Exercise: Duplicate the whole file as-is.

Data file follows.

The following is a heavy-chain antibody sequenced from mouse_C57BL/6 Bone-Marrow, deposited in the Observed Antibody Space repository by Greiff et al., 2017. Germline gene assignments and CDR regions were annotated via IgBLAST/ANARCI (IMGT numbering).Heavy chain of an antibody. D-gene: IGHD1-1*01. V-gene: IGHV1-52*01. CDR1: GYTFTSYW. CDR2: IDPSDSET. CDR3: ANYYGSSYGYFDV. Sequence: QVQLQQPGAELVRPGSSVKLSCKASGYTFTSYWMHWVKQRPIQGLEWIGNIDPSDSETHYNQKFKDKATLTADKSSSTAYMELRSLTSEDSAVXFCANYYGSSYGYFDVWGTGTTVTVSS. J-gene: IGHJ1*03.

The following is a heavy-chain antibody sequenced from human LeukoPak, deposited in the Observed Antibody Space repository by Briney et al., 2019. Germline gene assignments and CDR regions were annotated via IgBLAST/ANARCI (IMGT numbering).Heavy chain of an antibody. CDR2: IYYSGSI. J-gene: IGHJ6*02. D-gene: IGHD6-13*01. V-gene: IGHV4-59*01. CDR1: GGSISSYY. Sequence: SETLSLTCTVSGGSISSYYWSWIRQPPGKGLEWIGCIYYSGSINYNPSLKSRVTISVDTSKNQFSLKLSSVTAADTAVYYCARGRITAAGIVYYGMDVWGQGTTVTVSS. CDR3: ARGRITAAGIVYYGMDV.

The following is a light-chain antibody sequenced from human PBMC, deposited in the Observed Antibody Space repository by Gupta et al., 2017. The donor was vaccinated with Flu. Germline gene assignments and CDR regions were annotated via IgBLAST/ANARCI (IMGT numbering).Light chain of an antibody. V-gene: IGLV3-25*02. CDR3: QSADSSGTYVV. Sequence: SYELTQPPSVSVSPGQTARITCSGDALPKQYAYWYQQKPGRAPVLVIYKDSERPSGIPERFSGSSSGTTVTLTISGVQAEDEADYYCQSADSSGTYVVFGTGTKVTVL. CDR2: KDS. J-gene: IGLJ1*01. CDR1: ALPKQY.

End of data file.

The following is a heavy-chain antibody sequenced from mouse_C57BL/6 Bone-Marrow, deposited in the Observed Antibody Space repository by Greiff et al., 2017. Germline gene assignments and CDR regions were annotated via IgBLAST/ANARCI (IMGT numbering).Heavy chain of an antibody. D-gene: IGHD1-1*01. V-gene: IGHV1-52*01. CDR1: GYTFTSYW. CDR2: IDPSDSET. CDR3: ANYYGSSYGYFDV. Sequence: QVQLQQPGAELVRPGSSVKLSCKASGYTFTSYWMHWVKQRPIQGLEWIGNIDPSDSETHYNQKFKDKATLTADKSSSTAYMELRSLTSEDSAVXFCANYYGSSYGYFDVWGTGTTVTVSS. J-gene: IGHJ1*03.

The following is a heavy-chain antibody sequenced from human LeukoPak, deposited in the Observed Antibody Space repository by Briney et al., 2019. Germline gene assignments and CDR regions were annotated via IgBLAST/ANARCI (IMGT numbering).Heavy chain of an antibody. CDR2: IYYSGSI. J-gene: IGHJ6*02. D-gene: IGHD6-13*01. V-gene: IGHV4-59*01. CDR1: GGSISSYY. Sequence: SETLSLTCTVSGGSISSYYWSWIRQPPGKGLEWIGCIYYSGSINYNPSLKSRVTISVDTSKNQFSLKLSSVTAADTAVYYCARGRITAAGIVYYGMDVWGQGTTVTVSS. CDR3: ARGRITAAGIVYYGMDV.

The following is a light-chain antibody sequenced from human PBMC, deposited in the Observed Antibody Space repository by Gupta et al., 2017. The donor was vaccinated with Flu. Germline gene assignments and CDR regions were annotated via IgBLAST/ANARCI (IMGT numbering).Light chain of an antibody. V-gene: IGLV3-25*02. CDR3: QSADSSGTYVV. Sequence: SYELTQPPSVSVSPGQTARITCSGDALPKQYAYWYQQKPGRAPVLVIYKDSERPSGIPERFSGSSSGTTVTLTISGVQAEDEADYYCQSADSSGTYVVFGTGTKVTVL. CDR2: KDS. J-gene: IGLJ1*01. CDR1: ALPKQY.